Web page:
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Role of Phospholipase D in G-Protein Coupled Receptor Function
AbstractProlonged agonist exposure of many G-protein coupled receptors induces a rapid receptor phosphorylation and uncoupling from G-proteins. Resensitization of these desensitized receptors requires endocytosis and subsequent dephosphorylation. Numerous studies show the involvement of phospholipid-specific phosphodiesterase phospholipase D (PLD) in the receptor endocytosis and recycling of many G-protein coupled receptors e.g., opioid, formyl or dopamine receptors. The PLD hydrolyzes the headgroup of a phospholipid, generally phosphatidylcholine (PC), to phosphatidic acid (PA) and choline and is assumed to play an important function in cell regulation and receptor trafficking. Protein kinases and GTP binding proteins of the ADP-ribosylation and Rho families regulate the two mammalian PLD isoforms 1 and 2. Mammalian and yeast PLD are also potently stimulated by phosphatidylinositol 4,5-bisphosphate. The PA product is an intracellular lipid messenger. PLD and PA activities are implicated in a wide range of physiological processes and diseases including inflammation, diabetes, oncogenesis or neurodegeneration. This review discusses the characterization, structure, and regulation of PLD in the context of membrane located G-protein coupled receptor function.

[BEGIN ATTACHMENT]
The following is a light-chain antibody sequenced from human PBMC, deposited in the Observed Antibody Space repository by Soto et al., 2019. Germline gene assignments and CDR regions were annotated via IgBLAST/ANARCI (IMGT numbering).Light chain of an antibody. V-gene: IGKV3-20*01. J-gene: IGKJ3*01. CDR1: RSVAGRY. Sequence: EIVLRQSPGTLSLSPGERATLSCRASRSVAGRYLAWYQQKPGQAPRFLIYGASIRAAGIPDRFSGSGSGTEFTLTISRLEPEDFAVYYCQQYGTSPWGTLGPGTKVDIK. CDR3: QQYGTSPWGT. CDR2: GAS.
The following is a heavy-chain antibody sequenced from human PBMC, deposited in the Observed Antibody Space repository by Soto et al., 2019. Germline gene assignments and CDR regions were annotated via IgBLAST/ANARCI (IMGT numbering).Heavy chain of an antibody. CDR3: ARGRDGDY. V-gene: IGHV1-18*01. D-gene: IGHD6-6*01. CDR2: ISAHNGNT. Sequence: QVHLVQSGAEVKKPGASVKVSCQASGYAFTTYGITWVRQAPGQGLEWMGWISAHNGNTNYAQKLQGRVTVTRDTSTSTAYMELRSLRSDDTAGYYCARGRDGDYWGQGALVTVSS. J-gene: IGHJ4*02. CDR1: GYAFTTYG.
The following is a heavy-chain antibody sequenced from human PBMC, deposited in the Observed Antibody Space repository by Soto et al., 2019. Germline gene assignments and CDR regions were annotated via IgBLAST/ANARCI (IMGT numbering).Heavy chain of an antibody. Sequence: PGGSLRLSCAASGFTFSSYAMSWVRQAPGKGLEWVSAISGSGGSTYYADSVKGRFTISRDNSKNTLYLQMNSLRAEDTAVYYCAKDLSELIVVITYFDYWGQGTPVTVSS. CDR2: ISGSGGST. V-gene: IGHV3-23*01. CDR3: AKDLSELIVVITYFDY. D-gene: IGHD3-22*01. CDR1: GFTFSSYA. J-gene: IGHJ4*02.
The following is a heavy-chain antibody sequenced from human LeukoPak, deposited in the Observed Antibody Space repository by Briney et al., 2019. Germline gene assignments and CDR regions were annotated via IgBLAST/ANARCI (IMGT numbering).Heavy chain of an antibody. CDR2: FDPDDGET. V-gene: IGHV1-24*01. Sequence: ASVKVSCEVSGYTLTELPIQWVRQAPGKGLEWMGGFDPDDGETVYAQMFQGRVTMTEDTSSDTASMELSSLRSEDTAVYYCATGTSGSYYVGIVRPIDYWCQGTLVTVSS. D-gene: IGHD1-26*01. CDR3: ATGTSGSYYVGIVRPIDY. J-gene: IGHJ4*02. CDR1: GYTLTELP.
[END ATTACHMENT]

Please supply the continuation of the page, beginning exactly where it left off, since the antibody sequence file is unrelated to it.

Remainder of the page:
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Brandenburg, L.-O.; Pufe, T.; Koch, T. Role of Phospholipase D in G-Protein Coupled Receptor Function. Membranes 2014, 4, 302-318.View more citation formats
Brandenburg L-O, Pufe T, Koch T. Role of Phospholipase D in G-Protein Coupled Receptor Function. Membranes. 2014; 4(3):302-318.Chicago/Turabian Style
Brandenburg, Lars-Ove; Pufe, Thomas; Koch, Thomas. 2014. "Role of Phospholipase D in G-Protein Coupled Receptor Function." Membranes 4, no. 3: 302-318.
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